But this was not a conventional Government contract made under normal conditions; it was an unusual arrangement made to meet a crisis.... "The industrial units thus created are unique. * * * These plants embody a new and tripartite relationship among Government, labor, and management."


United States Cartridge Co., 198 F.2d at 464-65 (internal citation omitted). The contract in this case was a conventional one for the remanufacture of helicopters almost entirely during peacetime, and Boeing was not subject to Government supervision or control. These differences suggest that the limitation of liability in United States Cartridge Co. allocated risks in a way much more favorable to the defendant than does the HVIC. In short, we do not read the HVIC as an agreement by the Government to assume the risk of damages to high-value items that it sustains because of FCA violations.


Boeing implores us to hold the Government to its contractual responsibilities and points us to the Fourth Circuit's recent decision in United States v. Bankers Insurance Co., 245 F.3d 315 (4th Cir.2001), where the question on appeal was "whether the existence of an FCA claim precludes arbitration of a contract dispute involving the Government." Id. at 318. The contract dispute concerned a federal agency and a private insurance company that had agreed to arbitrate any misunderstandings or disputes. Id. at 317-18. The Government contended that the Attorney General was not bound by the arbitration agreement because (1) he had not been a party to the agreement, id. at 319, and (2) arbitration would impair his exclusive authority to enforce the FCA. Id. at 324. Unpersuaded by these arguments, the Fourth Circuit ultimately required the Government to submit to nonbinding arbitration before litigating the FCA claim. Id. at 324-25.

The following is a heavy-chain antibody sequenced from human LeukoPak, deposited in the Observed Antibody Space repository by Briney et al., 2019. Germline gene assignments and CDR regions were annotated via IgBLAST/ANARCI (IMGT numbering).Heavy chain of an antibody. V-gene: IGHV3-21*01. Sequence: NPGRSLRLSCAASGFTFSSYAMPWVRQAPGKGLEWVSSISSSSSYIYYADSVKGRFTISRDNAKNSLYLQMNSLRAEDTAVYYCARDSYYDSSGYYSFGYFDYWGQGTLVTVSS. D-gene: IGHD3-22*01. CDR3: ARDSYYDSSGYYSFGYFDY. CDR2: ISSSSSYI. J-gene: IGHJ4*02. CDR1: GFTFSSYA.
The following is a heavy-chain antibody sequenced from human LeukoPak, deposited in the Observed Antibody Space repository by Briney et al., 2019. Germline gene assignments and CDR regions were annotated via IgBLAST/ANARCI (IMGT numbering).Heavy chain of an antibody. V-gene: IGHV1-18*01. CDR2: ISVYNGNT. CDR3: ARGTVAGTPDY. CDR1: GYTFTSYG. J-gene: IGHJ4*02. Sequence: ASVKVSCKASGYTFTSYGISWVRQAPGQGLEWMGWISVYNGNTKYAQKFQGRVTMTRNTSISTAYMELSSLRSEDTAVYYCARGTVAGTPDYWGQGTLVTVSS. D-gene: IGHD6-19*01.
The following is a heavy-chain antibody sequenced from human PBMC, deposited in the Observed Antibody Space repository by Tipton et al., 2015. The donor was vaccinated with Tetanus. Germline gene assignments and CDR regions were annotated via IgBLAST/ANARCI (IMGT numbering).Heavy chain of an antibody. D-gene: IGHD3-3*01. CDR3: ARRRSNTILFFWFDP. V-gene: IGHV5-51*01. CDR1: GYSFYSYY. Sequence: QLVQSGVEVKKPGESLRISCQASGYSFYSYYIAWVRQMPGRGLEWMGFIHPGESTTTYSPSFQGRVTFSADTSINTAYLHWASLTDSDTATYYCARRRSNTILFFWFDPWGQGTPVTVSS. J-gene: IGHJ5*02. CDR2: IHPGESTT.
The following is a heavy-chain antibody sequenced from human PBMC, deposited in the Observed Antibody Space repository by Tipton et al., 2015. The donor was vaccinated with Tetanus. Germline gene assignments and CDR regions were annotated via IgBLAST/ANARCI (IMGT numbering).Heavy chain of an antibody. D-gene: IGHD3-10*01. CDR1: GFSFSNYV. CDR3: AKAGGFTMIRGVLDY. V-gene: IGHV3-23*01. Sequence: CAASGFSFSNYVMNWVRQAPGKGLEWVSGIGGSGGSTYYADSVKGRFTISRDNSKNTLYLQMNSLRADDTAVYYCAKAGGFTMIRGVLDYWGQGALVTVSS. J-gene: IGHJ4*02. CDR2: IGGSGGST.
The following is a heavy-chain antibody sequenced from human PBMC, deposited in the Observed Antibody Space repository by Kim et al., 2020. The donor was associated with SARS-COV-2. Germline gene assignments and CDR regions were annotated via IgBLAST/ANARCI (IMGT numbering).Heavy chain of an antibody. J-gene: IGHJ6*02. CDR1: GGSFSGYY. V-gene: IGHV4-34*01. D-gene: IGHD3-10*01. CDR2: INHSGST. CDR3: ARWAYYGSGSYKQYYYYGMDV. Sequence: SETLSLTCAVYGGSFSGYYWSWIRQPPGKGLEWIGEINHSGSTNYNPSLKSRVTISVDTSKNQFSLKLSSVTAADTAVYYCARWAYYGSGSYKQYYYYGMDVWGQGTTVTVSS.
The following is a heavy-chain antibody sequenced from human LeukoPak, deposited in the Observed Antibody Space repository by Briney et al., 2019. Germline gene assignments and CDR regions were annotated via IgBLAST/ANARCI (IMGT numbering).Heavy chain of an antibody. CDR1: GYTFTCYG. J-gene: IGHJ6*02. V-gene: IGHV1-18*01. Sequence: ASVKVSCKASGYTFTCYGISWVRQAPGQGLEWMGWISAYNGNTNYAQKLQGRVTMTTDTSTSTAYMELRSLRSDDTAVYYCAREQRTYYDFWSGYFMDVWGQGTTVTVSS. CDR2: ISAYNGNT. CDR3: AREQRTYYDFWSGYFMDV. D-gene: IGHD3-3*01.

According to Boeing, the holding in Bankers Insurance that the Government must satisfy its contractual obligations supports the proposition in this case that the Government may comply with the HVIC only by refraining from seeking damages under the FCA. That the Government is bound by the contracts that its authorized officials sign is incontrovertible. However, we cannot as readily agree with the inference that Boeing draws from Bankers Insurance for the resolution of this case. The Fourth Circuit recognized that FCA claims are "premised on a unique statutory right" and explicitly noted that "the statutory authority of the Attorney General [to enforce the FCA would] not [be] compromised by" making the Government honor its previous agreement to arbitrate. Bankers Ins., 245 F.3d at 325. In other words, the contract in Bankers Insurance merely deferred the litigation of the FCA claim until the nonbinding arbitration process had been completed.


In this case, however, Boeing's interpretation of the HVIC would absolutely foreclose the Government from recouping anything more than a $10,000 civil penalty for damages sustained because of a false claim for a high-value item, when the damages sustained could be far greater than the general $100,000 threshold for such items. Given Congress's explicit recognition while amending the FCA "that a large number of fraud cases and many of the larger-dollar cases arise out of Department of Defense contracts," H.R.Rep. No. 99-660, at 20,6 it strikes us as incongruous that the HVIC would relieve contractors for high-value items from the FCA's damages provision. After all, the motivating purpose of the FCA is to combat and to deter fraud, which would not be served in the context of defense contracts by the civil penalty alone.